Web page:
Magazine publishers have found new fans for their content on tablets and e-readers, but will they ever be able to get advertisers to give them the same commitment?
In the three years since consumers got their hands on Apple’s first iPads, magazines have been preparing their content for the new tablets and their competitors. Publishers saw in them an opportunity to reverse the practice of devalued subscription prices and upsell advertisers to interactive ads.
While there’s been progress on the first front, it’s been hard to sell advertisers on the platform because digital circulation is still relatively small (accounting for less than 3 percent of total circ), and there’s no standard for measuring readership.
The ball got rolling a year ago when MPA—The Association of Magazine Media asked publishers to adopt voluntary guidelines for reporting tablet audience data. They would include data like total number of digital issues sold, readers per issue and time spent reading an issue.
Still, the goal of independently certified metrics was daunting. With all the different devices and measurement firms, the resulting numbers are a hodgepodge that defy easy comparisons. Publishers don’t all sell their digital editions to consumers and advertisers the same way, and some of them are still reluctant to give ad buyers all the data they want (particularly if publishers are going to charge them for digital copies) because the numbers are often small. “It’s the lack of consistent measurements that makes it really, really challenging,” said Gregg Hano, CEO of digital publishing platform Mag+.
There isn’t even complete agreement on the terminology itself, which can lead to some Clintonian discussions of their own. Take downloads: Do you count them when they’ve begun or when they’re completed? And do automatically downloads carry the same weight? Counting reading sessions of an individual issue is another. “If you open our app two weeks after the issue date…What’s the cutoff point?” asked Paul Rossi, evp and managing director of The Economist, Americas.
Another aspect to the struggle, said Robin Steinberg, evp of Mediavest, is that publishers are still invested in viewing tablet editions through their print model, which, unlike the Web, carries a premium CPM. Digital magazines could still be valued as premium because of the functionality and interactivity they let consumers enjoy, but that requires a different business model and metrics, she said.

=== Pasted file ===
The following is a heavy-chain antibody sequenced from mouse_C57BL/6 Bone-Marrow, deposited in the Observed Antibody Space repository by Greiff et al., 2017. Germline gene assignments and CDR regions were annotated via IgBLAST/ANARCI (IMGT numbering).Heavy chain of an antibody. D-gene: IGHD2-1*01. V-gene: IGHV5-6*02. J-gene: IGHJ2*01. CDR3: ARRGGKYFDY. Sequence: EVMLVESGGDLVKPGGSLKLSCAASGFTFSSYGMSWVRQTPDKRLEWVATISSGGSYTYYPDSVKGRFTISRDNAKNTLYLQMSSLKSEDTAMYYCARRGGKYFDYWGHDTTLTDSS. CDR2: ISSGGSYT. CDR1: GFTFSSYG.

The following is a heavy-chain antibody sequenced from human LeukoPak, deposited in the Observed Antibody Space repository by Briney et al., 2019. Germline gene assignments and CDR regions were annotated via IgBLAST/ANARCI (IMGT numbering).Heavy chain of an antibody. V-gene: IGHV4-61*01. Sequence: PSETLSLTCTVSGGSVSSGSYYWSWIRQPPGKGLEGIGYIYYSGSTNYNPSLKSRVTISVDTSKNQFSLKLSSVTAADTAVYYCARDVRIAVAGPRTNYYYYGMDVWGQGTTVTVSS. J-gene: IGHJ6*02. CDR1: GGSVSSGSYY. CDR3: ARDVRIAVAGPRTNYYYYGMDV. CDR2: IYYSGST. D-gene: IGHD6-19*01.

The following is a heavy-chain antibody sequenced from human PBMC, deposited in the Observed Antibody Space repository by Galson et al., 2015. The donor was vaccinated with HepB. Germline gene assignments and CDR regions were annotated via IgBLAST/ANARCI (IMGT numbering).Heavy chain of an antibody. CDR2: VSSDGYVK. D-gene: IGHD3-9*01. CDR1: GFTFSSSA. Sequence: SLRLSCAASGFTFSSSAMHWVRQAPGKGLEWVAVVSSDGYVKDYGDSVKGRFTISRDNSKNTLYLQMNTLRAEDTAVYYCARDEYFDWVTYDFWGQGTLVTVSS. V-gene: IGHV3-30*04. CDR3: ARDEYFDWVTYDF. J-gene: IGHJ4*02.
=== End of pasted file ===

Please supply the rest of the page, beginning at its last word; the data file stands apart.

Luckily, progress is being made. MPA has gotten five analytics companies including Google and Adobe to take previously incomparable tablet reader data and present it in apples-to-apples fashion. The industry's major publishers are slated to participate in the pilot, which is set to start in October. If the pilot goes well, the next step would be to find a third party to audit the data, a challenge unto itself as a research firm would be betting big that the time and resources required to develop a new tool would pay off. The Alliance for Audited Media (formerly Audit Bureau of Circulations) would like the job, but it's unclear MPA wants to go in that direction.
Standards, along with scale of magazines’ digital copies, could lead advertisers to put more of their budgets toward tablet editions, said Brenda White, svp, Starcom USA. As step in that direction, a few publishers have adopted the Consolidated Media Report, and for one, The Economist, it has led to "far, far better" quality of conversations with digital ad buyers, Rossi said. The timing is critical for magazines, as print advertising continues to shrink (although MPA is trying to move the focus off of print-only, planning to soon start reporting the print and digital ad and circulation footprint of about 200 titles). The industry needed to move fast with tablet metrics, but first it had to get the data right, MPA president, CEO Mary Berner said. “There’s so much at stake in this industry,” she said. “This is what the priority is."